Table 2.
Comparison of functional state between patients with and without visual impairment by Functional Independence Measure (FIM) (prior to hip fracture, on admission to rehabilitation, and at discharge from rehabilitation), length of inhospital rehabilitation, and absolute efficacy of rehabilitation. Impairment values are mean standard deviation.
Variable
No Visual Impairment
(n = 686)
Visual Impairment
(n = 210)
p-Value
Pre-Event FIM
116.0 13.0
110.0 18.0
0.000001
Admission FIM
76.0 15.0
68.0 18.0
0.0000001
Discharge FIM
92.0 18.0
81.0 23.0
0.000001
Length of Inhospital Rehabilitation (days)
23.0 9.5
21.0 7.3
0.02
Absolute Efficacy of Rehabilitation*
34.1 17.5
25.5 19.6
0.00001
*(Change in FIM [maximum FIM - initial FIM]) 100
 
 
 

Two hundred and thirty one patients (25.8%) had impaired hearing. Table 3 shows the results of the univariate comparison between patients with and without hearing impairment of demographic characteristics, common chronic comorbid conditions, smoking rates, rates of vitamin B12 and folic acid deficiency, results of cognitive tests, and visual impairment. Significant differences were found between these two groups in mean age, the Folstein MMSE, and the rate of visual impairment.


Table 3.
Comparison between patients with and without hearing impairment of demographic variables, chronic comorbidity and smoking, B12 and folate deficiency, cognitive scores, and visual impairment.
Variable
No Hearing Impairment
(n = 665)
Hearing Impairment
(n = 231)
p-Value
Age (mean SD)
77.3 6.8
81.3 7.1
0.000001
Gender (female: n [%])
512 (77)
171 (74)
0.33
Ischemic Heart Disease (n [%])
224 (34)
76 (33)
0.93
Congestive Heart Failure (n [%])
57 (9)
20 (9)
0.85
Atrial Fibrillation (n [%])
70 (11)
29 (13)
0.43
Hypertension (n [%])
396 (60)
137 (59)
0.90
Diabetes Mellitus (n [%])
153 (23)
55 (24)
0.50
Total Number of Diseases (mean SD)
2.5 1.5
2.6 1.6
0.83
Smokers (past) (n [%])
97 (15)
30 (13)
0.46
Smokers (present) (n [%])
48 (7)
12 (5)
0.27
Decreased Folic Acid (<3.0 g/L) (n [%])
44 (7)
16 (7)
0.99
Decreased Vitamin B12 (<250 ng/L) (n [%])
266 (40)
95 (41)
0.76
Folstein Mini-Mental Status Examination (mean SD)
24.8 5.2
22.1 6.3
0.00001
Geriatric Depression Screening Scale (GDS) (mean SD)
8.7 5.9
9.2 5.8
0.31
Impaired Vision (n [%])
130 (20)
80 (35)
0.0004
SD = standard deviation
n = total number of sample
 
 

Table 4 shows the results of the univariate comparison between patients with and without hearing impairment in mean values of functional state by FIM (prior to the HF, on admission to rehabilitation, and at discharge from rehabilitation), length of inhospital rehabilitation, and the absolute efficacy of rehabilitation. All these parameters were significantly higher in patients without hearing impairment except for length of hospitalization, for which no difference was found.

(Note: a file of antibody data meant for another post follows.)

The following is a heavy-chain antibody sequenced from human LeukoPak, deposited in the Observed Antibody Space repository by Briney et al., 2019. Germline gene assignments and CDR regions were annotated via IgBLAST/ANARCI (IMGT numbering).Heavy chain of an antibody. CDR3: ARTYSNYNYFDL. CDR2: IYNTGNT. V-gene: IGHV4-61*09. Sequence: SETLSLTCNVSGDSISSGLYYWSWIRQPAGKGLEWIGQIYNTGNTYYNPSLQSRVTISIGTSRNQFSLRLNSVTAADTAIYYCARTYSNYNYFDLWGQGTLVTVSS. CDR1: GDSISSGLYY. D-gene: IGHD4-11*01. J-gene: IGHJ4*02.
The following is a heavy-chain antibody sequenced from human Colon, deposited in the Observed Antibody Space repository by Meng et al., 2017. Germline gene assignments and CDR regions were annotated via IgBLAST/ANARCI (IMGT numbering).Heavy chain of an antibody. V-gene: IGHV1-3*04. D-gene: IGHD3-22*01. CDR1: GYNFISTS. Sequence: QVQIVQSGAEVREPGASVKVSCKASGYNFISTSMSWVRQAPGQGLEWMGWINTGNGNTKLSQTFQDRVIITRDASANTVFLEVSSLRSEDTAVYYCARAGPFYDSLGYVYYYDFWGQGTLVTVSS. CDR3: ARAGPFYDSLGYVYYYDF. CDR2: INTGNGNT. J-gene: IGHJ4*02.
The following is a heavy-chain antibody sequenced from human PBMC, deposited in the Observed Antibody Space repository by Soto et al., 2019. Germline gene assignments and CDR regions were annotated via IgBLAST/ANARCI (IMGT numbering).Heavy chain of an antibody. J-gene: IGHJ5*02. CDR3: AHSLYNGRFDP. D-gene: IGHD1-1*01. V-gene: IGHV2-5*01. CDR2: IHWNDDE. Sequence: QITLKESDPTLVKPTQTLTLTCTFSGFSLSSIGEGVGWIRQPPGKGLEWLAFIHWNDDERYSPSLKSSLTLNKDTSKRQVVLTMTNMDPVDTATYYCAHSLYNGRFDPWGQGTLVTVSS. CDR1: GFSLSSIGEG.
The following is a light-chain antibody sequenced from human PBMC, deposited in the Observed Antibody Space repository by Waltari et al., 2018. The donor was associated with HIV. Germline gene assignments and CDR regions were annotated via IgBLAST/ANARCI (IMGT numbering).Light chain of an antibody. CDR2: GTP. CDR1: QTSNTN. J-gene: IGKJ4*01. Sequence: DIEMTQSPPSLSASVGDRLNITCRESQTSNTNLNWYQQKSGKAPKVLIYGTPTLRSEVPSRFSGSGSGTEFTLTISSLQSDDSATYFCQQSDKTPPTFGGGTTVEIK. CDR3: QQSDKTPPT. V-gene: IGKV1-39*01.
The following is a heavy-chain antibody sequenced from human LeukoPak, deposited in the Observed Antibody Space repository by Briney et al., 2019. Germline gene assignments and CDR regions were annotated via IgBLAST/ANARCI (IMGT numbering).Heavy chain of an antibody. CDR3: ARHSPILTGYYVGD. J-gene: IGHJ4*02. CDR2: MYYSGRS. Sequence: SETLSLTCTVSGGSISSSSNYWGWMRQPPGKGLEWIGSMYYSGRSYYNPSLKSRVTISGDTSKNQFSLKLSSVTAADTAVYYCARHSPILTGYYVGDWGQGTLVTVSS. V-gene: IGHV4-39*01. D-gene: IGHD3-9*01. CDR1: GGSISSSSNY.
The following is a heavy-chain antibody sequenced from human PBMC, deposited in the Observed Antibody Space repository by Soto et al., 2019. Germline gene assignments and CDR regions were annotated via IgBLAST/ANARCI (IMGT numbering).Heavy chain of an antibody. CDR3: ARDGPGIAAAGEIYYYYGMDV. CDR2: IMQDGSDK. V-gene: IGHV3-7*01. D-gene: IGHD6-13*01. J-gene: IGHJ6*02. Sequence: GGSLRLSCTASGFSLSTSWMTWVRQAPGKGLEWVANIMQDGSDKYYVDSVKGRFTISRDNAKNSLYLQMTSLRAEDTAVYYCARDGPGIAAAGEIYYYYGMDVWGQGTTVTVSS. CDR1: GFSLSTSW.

Table 4.
Comparison of functional state between patients with and without hearing impairment by Functional Independence Measure (FIM) (prior to the hip fracture, on admission to rehabilitation, and at discharge from rehabilitation), length of inhospital rehabilitation, and absolute efficacy of rehabilitation. All values are mean standard deviation.
Variable
No Hearing Impairment
(n = 665)
Hearing Impairment
(n = 231)
p-Value
Pre-Event FIM
117.0 13.0
111.0 16.0
0.0000001
Admission FIM
77.0 15.0
69.0 16.0
0.0000001
Discharge FIM
92.0 18.0
84.0 20.0
0.0000001
Length of Inhospital Rehabilitation (days)
22.7 9.0
22.5 8.0
0.60
Absolute Efficacy of Rehabilitation*
34.1 18.2
28.7 17.8
0.0002
*(Change in FIM [maximum FIM - initial FIM]) 100

Of the 896 patients, 369 patients (41%) had either visual or hearing impairment and 72 (8%) had both. In multivariate analysis, all the parameters appearing in Table 1 with the addition of visual impairment, pre-event FIM, and length of hospitalization served as independent variables with absolute efficacy of rehabilitation as the dependent variable. Visual impairment was found to have a significant independent effect on the absolute efficacy of rehabilitation (p = 0.001, β = -0.01, regression coefficient = -4.518) (β= the standardized regression coefficient in multiple regression). In contrast, hearing impairment was not significantly associated with the absolute efficacy of rehabilitation in this analysis (p = 0.34).

DISCUSSION

Rehabilitation following HF in the elderly patient is a complex process, the success of which is contingent upon a range of interacting clinical and functional parameters. An important factor is the common impairment of the visual and/or hearing capacity in these patients. The association between these impairments and the success of rehabilitation was the focus of this study.